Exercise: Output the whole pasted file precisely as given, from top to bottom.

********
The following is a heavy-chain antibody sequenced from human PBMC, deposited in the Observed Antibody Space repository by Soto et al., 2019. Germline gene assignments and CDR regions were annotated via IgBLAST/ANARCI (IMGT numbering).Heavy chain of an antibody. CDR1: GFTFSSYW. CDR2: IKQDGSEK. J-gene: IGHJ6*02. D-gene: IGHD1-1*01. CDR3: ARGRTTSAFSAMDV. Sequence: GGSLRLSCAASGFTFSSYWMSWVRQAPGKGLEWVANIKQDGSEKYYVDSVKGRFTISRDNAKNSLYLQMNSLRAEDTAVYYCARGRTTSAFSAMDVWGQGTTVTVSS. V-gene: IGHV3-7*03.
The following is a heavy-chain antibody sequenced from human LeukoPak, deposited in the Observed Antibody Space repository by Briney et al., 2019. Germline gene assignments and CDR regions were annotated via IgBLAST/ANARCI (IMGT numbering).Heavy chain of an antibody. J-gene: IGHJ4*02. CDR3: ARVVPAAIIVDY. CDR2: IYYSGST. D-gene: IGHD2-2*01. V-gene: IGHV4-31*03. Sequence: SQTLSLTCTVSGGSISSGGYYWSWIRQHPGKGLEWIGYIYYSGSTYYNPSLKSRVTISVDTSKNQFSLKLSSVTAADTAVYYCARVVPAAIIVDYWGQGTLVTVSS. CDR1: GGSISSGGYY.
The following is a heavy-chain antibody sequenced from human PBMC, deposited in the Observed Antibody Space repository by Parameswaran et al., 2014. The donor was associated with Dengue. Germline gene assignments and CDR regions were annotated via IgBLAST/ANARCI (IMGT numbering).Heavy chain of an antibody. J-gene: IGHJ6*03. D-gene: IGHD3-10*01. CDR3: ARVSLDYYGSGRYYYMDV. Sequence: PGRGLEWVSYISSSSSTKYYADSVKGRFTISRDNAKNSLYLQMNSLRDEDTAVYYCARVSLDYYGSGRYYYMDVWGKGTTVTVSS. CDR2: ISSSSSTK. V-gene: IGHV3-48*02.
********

The following is a heavy-chain antibody sequenced from human PBMC, deposited in the Observed Antibody Space repository by Soto et al., 2019. Germline gene assignments and CDR regions were annotated via IgBLAST/ANARCI (IMGT numbering).Heavy chain of an antibody. CDR1: GFTFSSYW. CDR2: IKQDGSEK. J-gene: IGHJ6*02. D-gene: IGHD1-1*01. CDR3: ARGRTTSAFSAMDV. Sequence: GGSLRLSCAASGFTFSSYWMSWVRQAPGKGLEWVANIKQDGSEKYYVDSVKGRFTISRDNAKNSLYLQMNSLRAEDTAVYYCARGRTTSAFSAMDVWGQGTTVTVSS. V-gene: IGHV3-7*03.
The following is a heavy-chain antibody sequenced from human LeukoPak, deposited in the Observed Antibody Space repository by Briney et al., 2019. Germline gene assignments and CDR regions were annotated via IgBLAST/ANARCI (IMGT numbering).Heavy chain of an antibody. J-gene: IGHJ4*02. CDR3: ARVVPAAIIVDY. CDR2: IYYSGST. D-gene: IGHD2-2*01. V-gene: IGHV4-31*03. Sequence: SQTLSLTCTVSGGSISSGGYYWSWIRQHPGKGLEWIGYIYYSGSTYYNPSLKSRVTISVDTSKNQFSLKLSSVTAADTAVYYCARVVPAAIIVDYWGQGTLVTVSS. CDR1: GGSISSGGYY.
The following is a heavy-chain antibody sequenced from human PBMC, deposited in the Observed Antibody Space repository by Parameswaran et al., 2014. The donor was associated with Dengue. Germline gene assignments and CDR regions were annotated via IgBLAST/ANARCI (IMGT numbering).Heavy chain of an antibody. J-gene: IGHJ6*03. D-gene: IGHD3-10*01. CDR3: ARVSLDYYGSGRYYYMDV. Sequence: PGRGLEWVSYISSSSSTKYYADSVKGRFTISRDNAKNSLYLQMNSLRDEDTAVYYCARVSLDYYGSGRYYYMDVWGKGTTVTVSS. CDR2: ISSSSSTK. V-gene: IGHV3-48*02.